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Here is my server code:

#include <stdio.h>
#include <arpa/inet.h>
#include <errno.h>
#include <sys/socket.h>
#include <pthread.h>

#define MY_PORT     843
#define MAXBUF      1028
#define NUM_THREADS     2

int pipes[1][2];
int sockfd;

const char *policy =
"<?xml version=\"1.0\"?>\n"
"<!DOCTYPE cross-domain-policy SYSTEM \"/xml/dtds/cross-domain-policy.dtd\">\n"
"<cross-domain-policy>\n"
"<site-control permitted-cross-domain-policies=\"master-only\"/>\n"
"<allow-access-from domain=\"*\" to-ports=\"*\" />\n</cross-domain-policy>\r\n";

void *SendPolicy(void *threadid) {
   int ok, clientfd;
   long tid;
   char buffer[MAXBUF];
   tid = (long) threadid;
   while(1) {
    /* --- Wait for, and recieve a client ---- */
    read(pipes[tid][0], &clientfd, sizeof(int), 0);

    /* --- Recieve --- */
    recv(clientfd, buffer, 128, 0);

    /* --- Send --- */
    send(clientfd, &policy, 250, 0);

    /* --- Close ---*/
    close(clientfd);
   }
}

int main(int argc, char *argv[]) {
    /* --- Create worker threads --- */
    pthread_t threads[NUM_THREADS];
    int t;
    for(t=0; t<NUM_THREADS; t++) {
        pipe(pipes[t]); // <- Create pipes for sending clients
        pthread_create(&threads[t], NULL, SendPolicy, (void *)t);
    }

    /* --- Create streaming socket --- */
    if ((sockfd = socket(AF_INET, SOCK_STREAM, 0)) < 0)  {
    perror("Socket");
    return 1;
    }

    /* --- Initialize address/port structure --- */
    struct sockaddr_in self;
    self.sin_family = AF_INET;
    self.sin_port = htons(MY_PORT);
    self.sin_addr.s_addr = INADDR_ANY;
    self.sin_family = AF_INET;

    /* --- Assign a port number to the socket --- */
    if (bind(sockfd, (struct sockaddr*) &self, sizeof(self)) != 0 ) {
    perror("Error: socket bind");
    return 1;
    }

    /* --- Make it a "listening socket" --- */
    if ( listen(sockfd, 20) != 0 )    {
    perror("socket--listen");
    return 1;
    }

    struct sockaddr_in client_addr;
    int addrlen=sizeof(client_addr);
    int clientfd;
    int current_thread = 0;
    while (1) {
        /* --- Accept a client --- */
    clientfd = accept(sockfd, (struct sockaddr*)&client_addr, &addrlen);

    /* --- Send the client to a worker thread --- */
    write(pipes[current_thread][1], &clientfd, sizeof(int), 0);

    /* --- Cycle the threads --- */
    current_thread++;
    if (current_thread == NUM_THREADS)
        current_thread = 0;
    }

    /* --- Clean up --- */
    close(sockfd);
    pthread_exit(NULL);
    return 0;
}

Originally, I wrote this planning to use 5 threads, yet I found the biggest gain with just a single thread. Much more so than no threads at all:

Concurrency Level:      1000
Time taken for tests:   12.607 seconds
Complete requests:      10000
Failed requests:        0
Write errors:           0
Total transferred:      2500000 bytes
HTML transferred:       0 bytes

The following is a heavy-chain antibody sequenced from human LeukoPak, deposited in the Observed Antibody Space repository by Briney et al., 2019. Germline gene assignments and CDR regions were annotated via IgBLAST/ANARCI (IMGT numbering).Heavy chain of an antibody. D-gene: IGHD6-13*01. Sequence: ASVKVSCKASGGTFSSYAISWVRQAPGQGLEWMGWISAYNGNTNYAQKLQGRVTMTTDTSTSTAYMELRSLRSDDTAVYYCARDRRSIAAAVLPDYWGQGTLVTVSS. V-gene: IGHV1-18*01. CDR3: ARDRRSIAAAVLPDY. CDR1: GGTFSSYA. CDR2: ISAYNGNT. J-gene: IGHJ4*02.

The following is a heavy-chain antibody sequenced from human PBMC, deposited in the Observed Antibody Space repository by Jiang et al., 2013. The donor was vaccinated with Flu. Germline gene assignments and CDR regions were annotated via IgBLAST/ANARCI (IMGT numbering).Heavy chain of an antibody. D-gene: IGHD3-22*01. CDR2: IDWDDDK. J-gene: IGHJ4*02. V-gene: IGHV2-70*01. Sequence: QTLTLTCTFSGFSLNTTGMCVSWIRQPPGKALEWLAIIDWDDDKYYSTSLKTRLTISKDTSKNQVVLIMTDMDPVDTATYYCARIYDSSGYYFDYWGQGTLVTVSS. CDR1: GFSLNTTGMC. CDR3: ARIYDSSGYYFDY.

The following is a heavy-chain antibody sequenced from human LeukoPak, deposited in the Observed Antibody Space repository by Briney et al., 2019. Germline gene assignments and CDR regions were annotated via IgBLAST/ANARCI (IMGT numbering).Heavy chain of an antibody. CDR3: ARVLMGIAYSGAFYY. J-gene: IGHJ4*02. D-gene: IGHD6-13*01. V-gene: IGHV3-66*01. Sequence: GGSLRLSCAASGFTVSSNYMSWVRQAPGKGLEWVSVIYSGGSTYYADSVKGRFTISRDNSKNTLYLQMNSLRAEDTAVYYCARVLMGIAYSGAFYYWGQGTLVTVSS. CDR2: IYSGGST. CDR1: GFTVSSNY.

Requests per second:    793.23 [#/sec] (mean)
Time per request:       1260.672 [ms] (mean)
Time per request:       1.261 [ms] (mean, across all concurrent requests)
Transfer rate:          193.66 [Kbytes/sec] received

This is very confusing for me and I don't understand why having only 1 thread can be so faster than no threads, or 2, 3, 4, 5 threads, etc.

share|improve this question
up vote 0 down vote accepted

The main thread is also a thread, so even if you call pthread_create only once in reality you have 2 threads, the main thread and the one you create, therefore the difference between "1 thread" and no threads.

As for 2+ threads, you have to take into account the overhead of having multiple threads, switching between threads is usually cheaper than switching between processes but is not zero.

share|improve this answer
    
but I'm talking magnatudes of 100x, not magnatudes of 2x (for 0 threads and 1 thread), and very small improvements quickly down to very poor results for 3+ threads – andychase Apr 3 '13 at 18:13
    
Where are you initialising current_thread? – Jorge Núñez Apr 3 '13 at 18:21
    
3rd line under main() int t, current_thread; – andychase Apr 3 '13 at 21:04
    
Yeah, you declare it there but I don't see any initialisation. You use it later but is never given a first value as far as I can see. If you are compiling with warnings it should have given you one for this. It could be unrelated to your problem, but with that problem, cycling of the threads is probably not working properly, neither the access to the pipes, since current_thread would hold whatever was on that memory position before (could be zero by chance of course). – Jorge Núñez Apr 3 '13 at 21:26
    
Hey thanks, I didn't even notice that. Unfortunately it only made it a lot faster making me even more confused. Oh well. – andychase Apr 4 '13 at 3:11

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